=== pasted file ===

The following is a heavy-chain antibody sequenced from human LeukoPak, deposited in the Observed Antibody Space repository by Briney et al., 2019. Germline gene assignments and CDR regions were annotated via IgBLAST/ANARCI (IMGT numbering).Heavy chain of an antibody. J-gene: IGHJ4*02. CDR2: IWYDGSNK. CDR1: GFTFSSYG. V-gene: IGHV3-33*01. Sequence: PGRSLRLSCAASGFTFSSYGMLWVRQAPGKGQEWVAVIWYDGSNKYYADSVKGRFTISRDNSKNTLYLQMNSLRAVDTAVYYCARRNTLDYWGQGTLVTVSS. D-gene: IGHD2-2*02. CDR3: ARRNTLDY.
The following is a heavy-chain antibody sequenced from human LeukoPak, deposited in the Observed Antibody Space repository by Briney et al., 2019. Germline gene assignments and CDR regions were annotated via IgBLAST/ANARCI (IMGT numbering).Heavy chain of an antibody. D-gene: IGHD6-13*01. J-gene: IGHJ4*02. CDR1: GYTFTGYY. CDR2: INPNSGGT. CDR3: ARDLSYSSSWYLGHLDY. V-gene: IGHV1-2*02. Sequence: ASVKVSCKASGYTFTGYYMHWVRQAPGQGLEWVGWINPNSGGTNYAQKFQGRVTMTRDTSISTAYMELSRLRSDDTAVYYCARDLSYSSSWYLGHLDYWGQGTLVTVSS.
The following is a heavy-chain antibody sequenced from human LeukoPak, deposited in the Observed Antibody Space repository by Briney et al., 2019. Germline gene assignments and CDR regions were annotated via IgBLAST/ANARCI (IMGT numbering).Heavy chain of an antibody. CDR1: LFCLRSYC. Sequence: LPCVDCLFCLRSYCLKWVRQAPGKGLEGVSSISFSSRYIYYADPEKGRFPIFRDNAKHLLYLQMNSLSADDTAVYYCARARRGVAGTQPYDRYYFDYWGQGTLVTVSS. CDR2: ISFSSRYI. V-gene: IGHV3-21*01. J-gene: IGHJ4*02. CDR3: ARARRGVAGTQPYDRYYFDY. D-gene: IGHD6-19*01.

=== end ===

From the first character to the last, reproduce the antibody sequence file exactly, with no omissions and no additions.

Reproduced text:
The following is a heavy-chain antibody sequenced from human LeukoPak, deposited in the Observed Antibody Space repository by Briney et al., 2019. Germline gene assignments and CDR regions were annotated via IgBLAST/ANARCI (IMGT numbering).Heavy chain of an antibody. J-gene: IGHJ4*02. CDR2: IWYDGSNK. CDR1: GFTFSSYG. V-gene: IGHV3-33*01. Sequence: PGRSLRLSCAASGFTFSSYGMLWVRQAPGKGQEWVAVIWYDGSNKYYADSVKGRFTISRDNSKNTLYLQMNSLRAVDTAVYYCARRNTLDYWGQGTLVTVSS. D-gene: IGHD2-2*02. CDR3: ARRNTLDY.
The following is a heavy-chain antibody sequenced from human LeukoPak, deposited in the Observed Antibody Space repository by Briney et al., 2019. Germline gene assignments and CDR regions were annotated via IgBLAST/ANARCI (IMGT numbering).Heavy chain of an antibody. D-gene: IGHD6-13*01. J-gene: IGHJ4*02. CDR1: GYTFTGYY. CDR2: INPNSGGT. CDR3: ARDLSYSSSWYLGHLDY. V-gene: IGHV1-2*02. Sequence: ASVKVSCKASGYTFTGYYMHWVRQAPGQGLEWVGWINPNSGGTNYAQKFQGRVTMTRDTSISTAYMELSRLRSDDTAVYYCARDLSYSSSWYLGHLDYWGQGTLVTVSS.
The following is a heavy-chain antibody sequenced from human LeukoPak, deposited in the Observed Antibody Space repository by Briney et al., 2019. Germline gene assignments and CDR regions were annotated via IgBLAST/ANARCI (IMGT numbering).Heavy chain of an antibody. CDR1: LFCLRSYC. Sequence: LPCVDCLFCLRSYCLKWVRQAPGKGLEGVSSISFSSRYIYYADPEKGRFPIFRDNAKHLLYLQMNSLSADDTAVYYCARARRGVAGTQPYDRYYFDYWGQGTLVTVSS. CDR2: ISFSSRYI. V-gene: IGHV3-21*01. J-gene: IGHJ4*02. CDR3: ARARRGVAGTQPYDRYYFDY. D-gene: IGHD6-19*01.